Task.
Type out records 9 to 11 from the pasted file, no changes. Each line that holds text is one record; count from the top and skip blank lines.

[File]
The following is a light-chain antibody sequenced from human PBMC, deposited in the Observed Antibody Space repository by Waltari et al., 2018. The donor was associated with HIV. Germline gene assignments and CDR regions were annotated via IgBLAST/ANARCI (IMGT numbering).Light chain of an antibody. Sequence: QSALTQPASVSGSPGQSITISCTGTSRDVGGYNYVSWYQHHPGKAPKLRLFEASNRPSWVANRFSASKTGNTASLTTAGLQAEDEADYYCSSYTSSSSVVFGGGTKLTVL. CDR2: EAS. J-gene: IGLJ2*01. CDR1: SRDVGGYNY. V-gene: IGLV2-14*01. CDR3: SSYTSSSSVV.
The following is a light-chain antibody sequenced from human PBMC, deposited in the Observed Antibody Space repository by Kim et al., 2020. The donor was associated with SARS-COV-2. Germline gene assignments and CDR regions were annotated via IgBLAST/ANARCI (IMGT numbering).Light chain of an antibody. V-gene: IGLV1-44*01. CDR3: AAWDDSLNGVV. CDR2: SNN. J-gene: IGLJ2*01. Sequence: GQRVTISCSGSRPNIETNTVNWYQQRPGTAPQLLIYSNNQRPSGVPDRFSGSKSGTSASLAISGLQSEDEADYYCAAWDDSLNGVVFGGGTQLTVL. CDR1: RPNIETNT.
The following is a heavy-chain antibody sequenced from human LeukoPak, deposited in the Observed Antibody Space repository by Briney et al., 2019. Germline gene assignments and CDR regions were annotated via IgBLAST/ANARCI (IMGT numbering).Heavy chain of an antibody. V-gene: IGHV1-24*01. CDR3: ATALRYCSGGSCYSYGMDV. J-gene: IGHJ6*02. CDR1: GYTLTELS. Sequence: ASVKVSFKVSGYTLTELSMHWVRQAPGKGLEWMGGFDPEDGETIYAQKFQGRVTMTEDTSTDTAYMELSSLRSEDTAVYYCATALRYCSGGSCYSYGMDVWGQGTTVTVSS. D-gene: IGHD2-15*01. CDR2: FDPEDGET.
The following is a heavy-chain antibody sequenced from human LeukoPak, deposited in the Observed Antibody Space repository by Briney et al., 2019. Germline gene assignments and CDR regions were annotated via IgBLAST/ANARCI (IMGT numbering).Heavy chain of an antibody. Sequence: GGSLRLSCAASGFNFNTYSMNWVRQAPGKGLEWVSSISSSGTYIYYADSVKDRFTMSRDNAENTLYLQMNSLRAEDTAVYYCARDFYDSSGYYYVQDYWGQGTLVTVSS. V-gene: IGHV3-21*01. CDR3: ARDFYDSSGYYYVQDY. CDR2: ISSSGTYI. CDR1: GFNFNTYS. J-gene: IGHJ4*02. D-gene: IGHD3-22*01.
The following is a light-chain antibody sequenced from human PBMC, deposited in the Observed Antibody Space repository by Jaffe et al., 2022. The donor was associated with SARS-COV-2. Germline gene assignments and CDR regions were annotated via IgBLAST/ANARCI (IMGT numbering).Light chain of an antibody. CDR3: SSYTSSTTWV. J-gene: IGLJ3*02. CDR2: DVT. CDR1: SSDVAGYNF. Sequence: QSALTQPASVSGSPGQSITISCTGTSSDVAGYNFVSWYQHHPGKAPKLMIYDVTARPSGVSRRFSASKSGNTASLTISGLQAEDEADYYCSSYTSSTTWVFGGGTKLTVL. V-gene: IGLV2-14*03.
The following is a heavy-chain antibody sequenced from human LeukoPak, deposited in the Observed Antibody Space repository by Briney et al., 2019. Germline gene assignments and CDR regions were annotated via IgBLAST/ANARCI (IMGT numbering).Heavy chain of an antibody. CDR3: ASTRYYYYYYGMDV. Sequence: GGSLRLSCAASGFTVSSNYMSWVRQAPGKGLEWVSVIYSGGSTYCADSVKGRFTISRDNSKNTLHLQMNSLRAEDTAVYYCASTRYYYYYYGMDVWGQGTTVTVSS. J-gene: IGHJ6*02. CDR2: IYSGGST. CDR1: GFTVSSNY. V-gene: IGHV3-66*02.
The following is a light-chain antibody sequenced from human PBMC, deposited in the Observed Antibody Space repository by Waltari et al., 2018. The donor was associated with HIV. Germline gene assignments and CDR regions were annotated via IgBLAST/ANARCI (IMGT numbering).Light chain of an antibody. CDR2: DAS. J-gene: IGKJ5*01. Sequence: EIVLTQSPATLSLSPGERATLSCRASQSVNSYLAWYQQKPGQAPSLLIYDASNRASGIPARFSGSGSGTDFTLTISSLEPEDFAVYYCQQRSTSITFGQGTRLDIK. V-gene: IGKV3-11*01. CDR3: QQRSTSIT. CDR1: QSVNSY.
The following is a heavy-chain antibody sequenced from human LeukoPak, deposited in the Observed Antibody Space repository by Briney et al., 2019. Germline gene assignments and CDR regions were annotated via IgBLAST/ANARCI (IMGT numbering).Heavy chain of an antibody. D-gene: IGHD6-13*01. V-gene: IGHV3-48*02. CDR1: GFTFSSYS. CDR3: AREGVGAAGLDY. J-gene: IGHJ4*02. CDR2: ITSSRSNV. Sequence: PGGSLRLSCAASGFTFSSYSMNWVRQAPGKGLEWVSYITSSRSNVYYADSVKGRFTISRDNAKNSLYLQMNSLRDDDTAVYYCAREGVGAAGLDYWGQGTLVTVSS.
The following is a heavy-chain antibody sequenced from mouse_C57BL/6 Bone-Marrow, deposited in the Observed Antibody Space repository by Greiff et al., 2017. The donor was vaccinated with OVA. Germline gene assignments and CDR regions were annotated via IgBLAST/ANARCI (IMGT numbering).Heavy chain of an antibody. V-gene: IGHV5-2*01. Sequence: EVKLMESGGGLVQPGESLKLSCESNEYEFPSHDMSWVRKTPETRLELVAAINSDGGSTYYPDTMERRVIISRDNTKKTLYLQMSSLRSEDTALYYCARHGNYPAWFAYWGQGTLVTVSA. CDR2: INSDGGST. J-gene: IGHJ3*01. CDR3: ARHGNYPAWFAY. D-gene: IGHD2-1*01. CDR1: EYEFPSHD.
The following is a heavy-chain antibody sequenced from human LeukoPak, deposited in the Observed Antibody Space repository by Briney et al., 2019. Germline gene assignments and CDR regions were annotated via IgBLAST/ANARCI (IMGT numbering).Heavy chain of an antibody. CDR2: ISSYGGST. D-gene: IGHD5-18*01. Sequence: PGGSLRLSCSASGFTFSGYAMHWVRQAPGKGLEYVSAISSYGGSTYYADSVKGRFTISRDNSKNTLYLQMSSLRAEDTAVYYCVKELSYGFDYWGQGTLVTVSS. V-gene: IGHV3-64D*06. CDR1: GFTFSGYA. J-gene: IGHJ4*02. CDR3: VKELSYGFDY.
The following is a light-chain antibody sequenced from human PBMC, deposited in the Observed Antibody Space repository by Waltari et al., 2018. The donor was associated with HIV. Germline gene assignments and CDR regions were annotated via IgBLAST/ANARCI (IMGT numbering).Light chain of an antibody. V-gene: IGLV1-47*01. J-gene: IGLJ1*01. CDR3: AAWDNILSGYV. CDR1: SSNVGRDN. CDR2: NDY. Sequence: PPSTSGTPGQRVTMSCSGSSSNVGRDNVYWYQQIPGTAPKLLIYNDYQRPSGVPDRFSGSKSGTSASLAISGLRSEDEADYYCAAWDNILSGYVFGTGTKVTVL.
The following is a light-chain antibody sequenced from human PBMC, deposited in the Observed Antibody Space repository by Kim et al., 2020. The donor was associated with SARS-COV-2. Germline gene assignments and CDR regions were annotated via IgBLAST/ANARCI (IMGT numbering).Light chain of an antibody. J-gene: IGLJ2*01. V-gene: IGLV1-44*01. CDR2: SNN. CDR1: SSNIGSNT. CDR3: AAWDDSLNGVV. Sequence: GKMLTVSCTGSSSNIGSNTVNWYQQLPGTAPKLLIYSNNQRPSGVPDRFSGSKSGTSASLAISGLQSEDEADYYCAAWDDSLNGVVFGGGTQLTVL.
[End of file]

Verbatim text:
The following is a heavy-chain antibody sequenced from mouse_C57BL/6 Bone-Marrow, deposited in the Observed Antibody Space repository by Greiff et al., 2017. The donor was vaccinated with OVA. Germline gene assignments and CDR regions were annotated via IgBLAST/ANARCI (IMGT numbering).Heavy chain of an antibody. V-gene: IGHV5-2*01. Sequence: EVKLMESGGGLVQPGESLKLSCESNEYEFPSHDMSWVRKTPETRLELVAAINSDGGSTYYPDTMERRVIISRDNTKKTLYLQMSSLRSEDTALYYCARHGNYPAWFAYWGQGTLVTVSA. CDR2: INSDGGST. J-gene: IGHJ3*01. CDR3: ARHGNYPAWFAY. D-gene: IGHD2-1*01. CDR1: EYEFPSHD.
The following is a heavy-chain antibody sequenced from human LeukoPak, deposited in the Observed Antibody Space repository by Briney et al., 2019. Germline gene assignments and CDR regions were annotated via IgBLAST/ANARCI (IMGT numbering).Heavy chain of an antibody. CDR2: ISSYGGST. D-gene: IGHD5-18*01. Sequence: PGGSLRLSCSASGFTFSGYAMHWVRQAPGKGLEYVSAISSYGGSTYYADSVKGRFTISRDNSKNTLYLQMSSLRAEDTAVYYCVKELSYGFDYWGQGTLVTVSS. V-gene: IGHV3-64D*06. CDR1: GFTFSGYA. J-gene: IGHJ4*02. CDR3: VKELSYGFDY.
The following is a light-chain antibody sequenced from human PBMC, deposited in the Observed Antibody Space repository by Waltari et al., 2018. The donor was associated with HIV. Germline gene assignments and CDR regions were annotated via IgBLAST/ANARCI (IMGT numbering).Light chain of an antibody. V-gene: IGLV1-47*01. J-gene: IGLJ1*01. CDR3: AAWDNILSGYV. CDR1: SSNVGRDN. CDR2: NDY. Sequence: PPSTSGTPGQRVTMSCSGSSSNVGRDNVYWYQQIPGTAPKLLIYNDYQRPSGVPDRFSGSKSGTSASLAISGLRSEDEADYYCAAWDNILSGYVFGTGTKVTVL.